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Karl Rove's Legal Tricks | The Nation

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Karl Rove's Legal Tricks

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Perhaps the most troubling characteristic of Owen's pro-business record is the determination with which she has led fights to erect barriers that prevent injured consumers from recovering damages from corporations, that restrict the ability of civil juries to side with plaintiffs who sue corporations and that undermine antidiscrimination protections--particularly for women. Owen dissented from a ruling that upheld a jury verdict awarding a woman $160,000 in damages from a vacuum-cleaner sales company after she was raped by one of the firm's door-to-door salesmen; Owen argued that it was unreasonable to have expected the corporation to do the background check that would have revealed the man's previous arrest for indecency with a child.

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John Nichols
John Nichols
John Nichols, a pioneering political blogger, has written the Beat since 1999. His posts have been circulated...

After Owen was nominated for the Fifth Circuit bench, groups including the Texas AFL-CIO, the Texas Civil Rights Project, the Women's Health and Family Planning Association of Texas and the National Council of Jewish Women sent a letter to President Bush that stated in part: "Justice Owen's activism betrays a judicial philosophy at odds with your own stated goal of nominating judges who will interpret rather than write the law." In a letter to Senate Judiciary Committee chair Patrick Leahy, a prominent Houston attorney who is board certified in civil appellate law wrote: "Justice Owen is the type of judge who can ignore facts--when it helps corporations to do so--yet rail against the failure of her fellow Texas Supreme Court justices to pay more attention to the facts when she wants the court to stop a minor from getting an abortion."

Again and again, the conversation about Owen circles back to abortion. It is on this issue, above all others, that she has distanced herself even from fellow conservatives. In every decision she has written on this issue, she has argued against a woman's right to choose. In a dozen "Jane Doe" cases in which the court was asked to allow a pregnant teenager to bypass the state's parental notification requirements and receive an abortion, Owen voted every time to deny the bypass. When lawyers for a college-bound teenager who was in her fifteenth week of pregnancy--and who had already endured more than a month of legal delays--asked that the high court expedite action on the high school senior's request for permission to bypass the parental notification requirement, the court majority quickly granted the bypass. Owen wrote a dissent that asked: "Why then the rush to judgment?"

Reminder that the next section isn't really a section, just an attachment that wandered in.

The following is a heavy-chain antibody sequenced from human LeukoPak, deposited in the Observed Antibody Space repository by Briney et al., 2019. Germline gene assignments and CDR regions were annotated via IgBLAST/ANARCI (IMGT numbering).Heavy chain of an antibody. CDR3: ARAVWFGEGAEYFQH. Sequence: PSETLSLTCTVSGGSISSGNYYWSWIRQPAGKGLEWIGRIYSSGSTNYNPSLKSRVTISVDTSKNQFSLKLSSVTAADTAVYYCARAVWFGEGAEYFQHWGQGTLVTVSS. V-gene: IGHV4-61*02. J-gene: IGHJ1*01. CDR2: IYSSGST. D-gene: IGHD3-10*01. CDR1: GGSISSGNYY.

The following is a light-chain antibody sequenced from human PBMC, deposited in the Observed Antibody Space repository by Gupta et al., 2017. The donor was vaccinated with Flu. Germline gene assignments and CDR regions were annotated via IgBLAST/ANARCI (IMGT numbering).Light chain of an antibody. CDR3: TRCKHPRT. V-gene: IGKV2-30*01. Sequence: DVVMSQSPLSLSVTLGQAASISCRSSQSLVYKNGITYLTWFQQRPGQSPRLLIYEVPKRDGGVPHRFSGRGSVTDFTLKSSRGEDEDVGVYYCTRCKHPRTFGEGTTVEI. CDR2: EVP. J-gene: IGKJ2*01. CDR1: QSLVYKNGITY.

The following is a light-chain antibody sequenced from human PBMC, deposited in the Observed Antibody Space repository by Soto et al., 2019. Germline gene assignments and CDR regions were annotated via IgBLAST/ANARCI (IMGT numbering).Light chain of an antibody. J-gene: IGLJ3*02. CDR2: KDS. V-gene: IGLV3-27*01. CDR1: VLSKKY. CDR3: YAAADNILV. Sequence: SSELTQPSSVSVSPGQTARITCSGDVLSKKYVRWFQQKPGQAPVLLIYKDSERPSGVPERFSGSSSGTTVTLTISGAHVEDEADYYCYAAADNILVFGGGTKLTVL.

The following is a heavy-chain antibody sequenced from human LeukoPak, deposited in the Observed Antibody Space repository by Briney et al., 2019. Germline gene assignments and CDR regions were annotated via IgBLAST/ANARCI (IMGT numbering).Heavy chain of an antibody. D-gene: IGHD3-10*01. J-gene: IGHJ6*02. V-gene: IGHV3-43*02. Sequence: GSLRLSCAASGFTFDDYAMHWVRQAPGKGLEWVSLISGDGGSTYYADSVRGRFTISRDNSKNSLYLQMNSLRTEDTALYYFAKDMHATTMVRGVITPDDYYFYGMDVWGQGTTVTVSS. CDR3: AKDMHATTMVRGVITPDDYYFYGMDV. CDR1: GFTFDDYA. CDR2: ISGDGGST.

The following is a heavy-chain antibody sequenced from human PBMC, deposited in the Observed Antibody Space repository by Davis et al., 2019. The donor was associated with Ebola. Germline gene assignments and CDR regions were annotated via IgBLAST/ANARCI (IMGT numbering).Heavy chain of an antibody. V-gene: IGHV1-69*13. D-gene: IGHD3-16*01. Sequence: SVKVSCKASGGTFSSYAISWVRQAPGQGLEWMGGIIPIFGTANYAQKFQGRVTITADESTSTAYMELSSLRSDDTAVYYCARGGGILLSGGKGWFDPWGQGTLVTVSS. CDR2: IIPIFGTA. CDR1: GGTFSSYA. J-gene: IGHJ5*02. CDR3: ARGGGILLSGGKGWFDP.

"We're going to hear people complaining that Justice Owen is being attacked unfairly by individuals and groups that raise questions about her approach to abortion issues," says Sarah Wheat of the Texas Abortion and Reproductive Rights Action League. "But Justice Owen is the one who has made abortion an issue." Noting the nominee's activist record, Wheat adds, "Senators have a responsibility to determine whether federal court nominees can be trusted to uphold the law."

When the Judiciary Committee holds its hearing on Owen, perhaps as early as this month, some Democratic senators are certain to raise concerns. But committee members are already feeling intense pressure from Bush supporters. The Vermont Republican Party is attacking Leahy for creating a "judicial crisis" with his failure to advance the Owen nomination, while the Traditional Values Coalition is attacking him nationally as "an out-of-control chairman leading an out-of-control committee in a time of war." Some Judiciary Committee members, such as New York Democrat Chuck Schumer--who has complained about the Administration's attempt to "stack the nation's bench with right-wing ideologues"--have sent clear signals that they are willing to reject nominees who are not "mainstream" jurists. But there are no guarantees that the committee's Democratic majority will follow Schumer's standard. Some prochoice Democrats, such as Wisconsin Democrat Russ Feingold and North Carolina's John Edwards, have expressed reservations about rejecting nominees on ideological grounds.

Veteran observers of nomination fights say that the Judiciary Committee vote on Owen's nomination could set the parameters not just for future appeals court nominations and confirmations but for the Supreme Court nomination clashes. With the rejection of Pickering, Democrats on the committee signaled that they were willing to block the nomination of a judge with a troubling record of racial insensitivity. Now the question is whether the committee will take into account other forms of extremism--on issues such as workplace discrimination, corporate responsibility and, above all, the right to choose.

Texan Craig McDonald sees it as a worthy battle. "You hear talk about whether this judicial nomination or that judicial nomination deserves to be more controversial," he says. "I would just say that as far as those of us who have watched Priscilla Owen and Karl Rove and George W. Bush for a lot of years are concerned, this is the one that deserves to be controversial." McDonald adds that "the Owen nomination is not a Texas fight or a Fifth Circuit fight. This is really a struggle to determine whether a political operative, Karl Rove, and his crew are going to determine the makeup of our federal courts."

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